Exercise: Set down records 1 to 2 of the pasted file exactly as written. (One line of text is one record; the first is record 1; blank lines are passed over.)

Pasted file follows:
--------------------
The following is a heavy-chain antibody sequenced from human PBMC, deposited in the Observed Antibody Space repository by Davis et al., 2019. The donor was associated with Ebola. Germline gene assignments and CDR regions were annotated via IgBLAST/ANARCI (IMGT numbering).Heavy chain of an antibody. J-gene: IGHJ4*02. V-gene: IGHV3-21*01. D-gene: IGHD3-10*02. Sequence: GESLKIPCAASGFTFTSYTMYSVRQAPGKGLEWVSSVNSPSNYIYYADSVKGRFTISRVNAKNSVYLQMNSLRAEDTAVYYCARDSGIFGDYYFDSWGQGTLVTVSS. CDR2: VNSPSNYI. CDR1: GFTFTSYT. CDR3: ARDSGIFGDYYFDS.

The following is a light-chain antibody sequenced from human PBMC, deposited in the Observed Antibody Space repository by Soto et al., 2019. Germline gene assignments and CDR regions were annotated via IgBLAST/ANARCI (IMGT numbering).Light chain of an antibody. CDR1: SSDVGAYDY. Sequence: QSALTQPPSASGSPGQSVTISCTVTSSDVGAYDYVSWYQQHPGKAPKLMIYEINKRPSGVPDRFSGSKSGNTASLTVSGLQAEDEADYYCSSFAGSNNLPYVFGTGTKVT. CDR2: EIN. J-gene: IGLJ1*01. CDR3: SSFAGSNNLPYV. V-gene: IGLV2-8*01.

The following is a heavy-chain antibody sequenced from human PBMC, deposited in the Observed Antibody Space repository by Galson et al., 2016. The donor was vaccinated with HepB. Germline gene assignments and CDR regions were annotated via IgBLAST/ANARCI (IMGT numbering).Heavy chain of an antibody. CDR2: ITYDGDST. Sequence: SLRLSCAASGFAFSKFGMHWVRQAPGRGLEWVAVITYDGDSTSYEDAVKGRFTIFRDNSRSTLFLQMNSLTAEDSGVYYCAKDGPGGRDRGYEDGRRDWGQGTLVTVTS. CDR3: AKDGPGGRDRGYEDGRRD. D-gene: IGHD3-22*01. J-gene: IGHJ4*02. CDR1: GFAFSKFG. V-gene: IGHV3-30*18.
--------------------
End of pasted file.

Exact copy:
The following is a heavy-chain antibody sequenced from human PBMC, deposited in the Observed Antibody Space repository by Davis et al., 2019. The donor was associated with Ebola. Germline gene assignments and CDR regions were annotated via IgBLAST/ANARCI (IMGT numbering).Heavy chain of an antibody. J-gene: IGHJ4*02. V-gene: IGHV3-21*01. D-gene: IGHD3-10*02. Sequence: GESLKIPCAASGFTFTSYTMYSVRQAPGKGLEWVSSVNSPSNYIYYADSVKGRFTISRVNAKNSVYLQMNSLRAEDTAVYYCARDSGIFGDYYFDSWGQGTLVTVSS. CDR2: VNSPSNYI. CDR1: GFTFTSYT. CDR3: ARDSGIFGDYYFDS.

The following is a light-chain antibody sequenced from human PBMC, deposited in the Observed Antibody Space repository by Soto et al., 2019. Germline gene assignments and CDR regions were annotated via IgBLAST/ANARCI (IMGT numbering).Light chain of an antibody. CDR1: SSDVGAYDY. Sequence: QSALTQPPSASGSPGQSVTISCTVTSSDVGAYDYVSWYQQHPGKAPKLMIYEINKRPSGVPDRFSGSKSGNTASLTVSGLQAEDEADYYCSSFAGSNNLPYVFGTGTKVT. CDR2: EIN. J-gene: IGLJ1*01. CDR3: SSFAGSNNLPYV. V-gene: IGLV2-8*01.